A congressman's daughter under Secret Service protection is kidnapped from a private school by an insider who calls Det. Alex Cross, sucking him into the case even though he's recovering from the loss of his partner.
Dr. Alex Cross is on his last police duty to track down an assassin called Picasso, who's been torturing and killing rich businessmen in Detroit. Soon when the mission gets personal, Cross is pushed to the edge of his moral and psychological limits to end this once and for all. Written by
In the final scenes of the movie:
SPOILER: When Picasso falls in the car at the end of the movie, his body slips down and his head is placed between the hood and the windshield. When they are examining him, his head is in the middle of the windshield. See more »
Are you having fun?
Fun. Am I having fun? Yes. Yes, I suppose I am. But I think you'd find my hobby boring.
So your hobby is inflicting pain?
Oh, no, no. That's... that's not just a hobby. Inflicting pain is a crucial part of my true calling.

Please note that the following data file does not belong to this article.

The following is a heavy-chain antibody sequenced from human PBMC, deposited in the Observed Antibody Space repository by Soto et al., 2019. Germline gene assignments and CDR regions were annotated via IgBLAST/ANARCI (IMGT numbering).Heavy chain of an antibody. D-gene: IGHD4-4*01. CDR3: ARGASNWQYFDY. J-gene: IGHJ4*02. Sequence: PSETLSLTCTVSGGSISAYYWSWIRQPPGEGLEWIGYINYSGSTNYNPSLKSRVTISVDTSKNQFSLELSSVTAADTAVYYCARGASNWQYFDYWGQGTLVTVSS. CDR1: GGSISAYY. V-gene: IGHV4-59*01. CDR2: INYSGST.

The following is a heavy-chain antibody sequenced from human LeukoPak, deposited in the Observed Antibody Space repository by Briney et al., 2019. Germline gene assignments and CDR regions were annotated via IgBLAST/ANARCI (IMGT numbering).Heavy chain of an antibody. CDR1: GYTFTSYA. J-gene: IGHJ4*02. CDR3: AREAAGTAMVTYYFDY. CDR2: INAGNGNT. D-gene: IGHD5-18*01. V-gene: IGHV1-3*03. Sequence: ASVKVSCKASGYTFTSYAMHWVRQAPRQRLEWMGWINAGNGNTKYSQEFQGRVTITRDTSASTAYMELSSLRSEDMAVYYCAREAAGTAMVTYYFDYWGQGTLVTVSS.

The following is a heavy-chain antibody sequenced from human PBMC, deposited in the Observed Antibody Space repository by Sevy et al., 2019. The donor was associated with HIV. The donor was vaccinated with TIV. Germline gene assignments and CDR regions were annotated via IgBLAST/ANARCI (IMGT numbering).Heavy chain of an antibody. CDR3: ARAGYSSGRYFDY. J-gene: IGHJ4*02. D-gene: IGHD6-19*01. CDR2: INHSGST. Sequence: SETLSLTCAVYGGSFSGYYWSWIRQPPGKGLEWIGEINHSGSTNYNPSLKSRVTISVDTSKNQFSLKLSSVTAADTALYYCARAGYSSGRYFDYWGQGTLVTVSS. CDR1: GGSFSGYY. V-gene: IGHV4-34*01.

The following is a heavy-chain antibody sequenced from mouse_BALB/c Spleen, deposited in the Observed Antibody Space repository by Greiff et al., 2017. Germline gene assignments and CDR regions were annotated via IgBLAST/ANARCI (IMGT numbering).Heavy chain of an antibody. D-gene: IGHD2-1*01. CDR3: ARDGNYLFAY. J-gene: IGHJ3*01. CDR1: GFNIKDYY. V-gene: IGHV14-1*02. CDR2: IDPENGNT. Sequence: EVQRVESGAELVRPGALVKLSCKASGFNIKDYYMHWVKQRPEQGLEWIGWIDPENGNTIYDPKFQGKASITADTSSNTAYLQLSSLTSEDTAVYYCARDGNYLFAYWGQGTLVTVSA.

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This is hands down one of the worst movies I have ever seen in my life, and I've seen a boatload of lousy movies. Both the dialog and plotting are hackneyed beyond description--not one original idea or twist, and not a single exchange that feels genuine. It's the kind of childishly obvious genre rehash in which you can tell who's going to be killed just by the relative one-dimensionality of their characters. Matthew Fox, who clearly dropped his body fat to zero for this film, will one day look back and regret all those months he went without a decent meal, because a) the movie is terrible, and b) his portrayal of a psychotic killer is ultimately a study in cliché. Ed Burns furrows his brow convincingly enough, but his easygoing charm has nowhere to go here. Likewise John McGinley, whose neurotic fatalism seems plucked from an entirely different and more lighthearted police procedural being filmed down the street. And then there's Tyler Perry, who expends so much energy in a futile attempt to project faux masculinity and criminological gravitas that he apparently has nothing left for tangential stuff like changing his facial expression once in a while. Perry can thank his lucky stars he's already a Hollywood fixture, because If this were his first movie, he'd never get another offer--truly, he's that bad.
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